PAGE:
ANR Employees
University of California
ANR Employees

ANR Opportunity Grants Program Funded Projects

 

Training Master Gardeners to Help Landowners Through the Re-vegetation Process After Large Scale Tree Mortality in the Sierra Nevada

Project Leader: Susie Kocher, Central Sierra Cooperative Extension

Amount Awarded: $10,000

Award Source: Slosson

The Sierra Nevada has experienced an unprecedented die-off of trees on both private and public lands. Current assistance and outreach programs to help with removal and replacement of dead trees are available through the state and are valuable but available only to landowners of at least a 20-acre parcel. This project will mobilize the resources of UCCE Master Gardener volunteers and provide them with the knowledge, tools, and resources needed for the volunteers to extend the tree removal and replanting information to small parcel owners, homeowners associations, and other community organizations.

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Food Evolution: A Documentary Movie Educational Resource

Project #: 17-OP02

Project Leader: Alison Van Eenennaam, UC Davis Animal Science

Amount Awarded: $5,000  

Award Source: ANR General

In 2014 UC Davis Professor Alison Van Eenennaamm and other faculty were interviewed for a documentary commissioned by the Institute of Food Technologists, (ITF). The documentary explains how science is applied to agriculture and how technology can help provide solutions to nutrition and food security. The documentary, Food Evolution, focuses on the GMO debate as an archetype of how misinformation is driving public perception around scientific topics. Food Evolution has been very well received and opportunity grants funds were provided for additional screenings of the documentary at UC ANR events.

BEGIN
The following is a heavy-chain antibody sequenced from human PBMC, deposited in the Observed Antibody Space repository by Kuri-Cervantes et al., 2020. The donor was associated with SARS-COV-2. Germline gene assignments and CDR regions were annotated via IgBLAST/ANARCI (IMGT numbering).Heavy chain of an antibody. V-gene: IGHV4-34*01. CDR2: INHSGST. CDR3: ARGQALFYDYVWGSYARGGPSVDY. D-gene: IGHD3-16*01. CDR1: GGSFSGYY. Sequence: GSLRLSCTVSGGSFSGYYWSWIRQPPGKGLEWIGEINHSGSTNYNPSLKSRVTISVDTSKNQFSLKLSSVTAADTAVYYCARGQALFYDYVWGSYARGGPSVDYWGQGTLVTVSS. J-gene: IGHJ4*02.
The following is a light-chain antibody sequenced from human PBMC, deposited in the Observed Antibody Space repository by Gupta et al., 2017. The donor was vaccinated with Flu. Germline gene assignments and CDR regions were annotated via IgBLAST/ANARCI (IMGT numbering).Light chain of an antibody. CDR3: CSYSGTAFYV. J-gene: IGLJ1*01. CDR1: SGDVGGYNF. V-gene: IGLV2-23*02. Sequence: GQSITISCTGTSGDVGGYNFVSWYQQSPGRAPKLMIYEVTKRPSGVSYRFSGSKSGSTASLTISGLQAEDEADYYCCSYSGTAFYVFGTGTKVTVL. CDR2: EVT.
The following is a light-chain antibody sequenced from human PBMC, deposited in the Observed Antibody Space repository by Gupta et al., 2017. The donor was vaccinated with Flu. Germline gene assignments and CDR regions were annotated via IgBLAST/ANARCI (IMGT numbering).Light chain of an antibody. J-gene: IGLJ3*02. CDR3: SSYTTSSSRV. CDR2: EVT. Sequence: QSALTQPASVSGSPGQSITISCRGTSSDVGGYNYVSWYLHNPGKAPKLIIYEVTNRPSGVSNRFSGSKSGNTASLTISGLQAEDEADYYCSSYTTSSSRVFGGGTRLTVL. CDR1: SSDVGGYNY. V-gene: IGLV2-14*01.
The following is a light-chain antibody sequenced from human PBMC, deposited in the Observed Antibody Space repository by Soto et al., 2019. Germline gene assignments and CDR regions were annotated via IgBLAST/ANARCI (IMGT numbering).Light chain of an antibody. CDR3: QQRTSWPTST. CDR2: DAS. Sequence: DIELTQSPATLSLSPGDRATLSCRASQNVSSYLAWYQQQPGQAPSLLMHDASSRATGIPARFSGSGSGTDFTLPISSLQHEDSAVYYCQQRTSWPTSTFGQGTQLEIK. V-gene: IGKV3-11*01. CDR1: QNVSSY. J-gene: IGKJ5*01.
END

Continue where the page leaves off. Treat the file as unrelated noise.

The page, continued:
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Massive Tree Mortality in the Sierra Nevada: Consequences for Forest Health, Carbon Storage and Wildfire Hazard

Project #: 17-OP03

Project Leader: Jodi Axelson, UC Berkeley Environmental Science, Policy and Management

Amount Awarded: $10,000  

Award Source: Federal Smith-Lever

The cumulative tree mortality from 2012 to 2016 is over 102 million trees on 7.7 million acres of drought-impacted forests. California has been changed at the stand-to-landscape level with preliminary calculations suggesting a 7% loss of carbon stored in live vegetation and this threatens critical ecosystems that California forests support. Funds were requested to begin work on capturing strategic, on-the-ground-measurements of tree mortality and forest characteristics, the first step in developing analytical tools and materials to address the near and long-term consequences of massive tree mortality on forest structure and function.

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University of California Sustainable Community Project: Bringing 4-H to Under-served Youth in Biola

Project #: 17-OP04

Project Lead: Shannon Mueller, (originally Tara Batista) Fresno County Cooperative Extension

Amount Awarded: $ 8,200

Award Source: Federal Smith-Lever

The traditional 4-H program in Fresno County has consistently fallen short of achieving parity for every demographic across all age groups in the county. With this funding the UC Cooperative Extension office in Fresno County will expand their 4-H programming to under-served areas in the county. The project team will test several different types of 4-H program structures and curriculum that can be tailored to meet the needs of under-served populations and also scaled-out to permanently serve those populations. This project also has the support and collaboration of a local charitable foundation.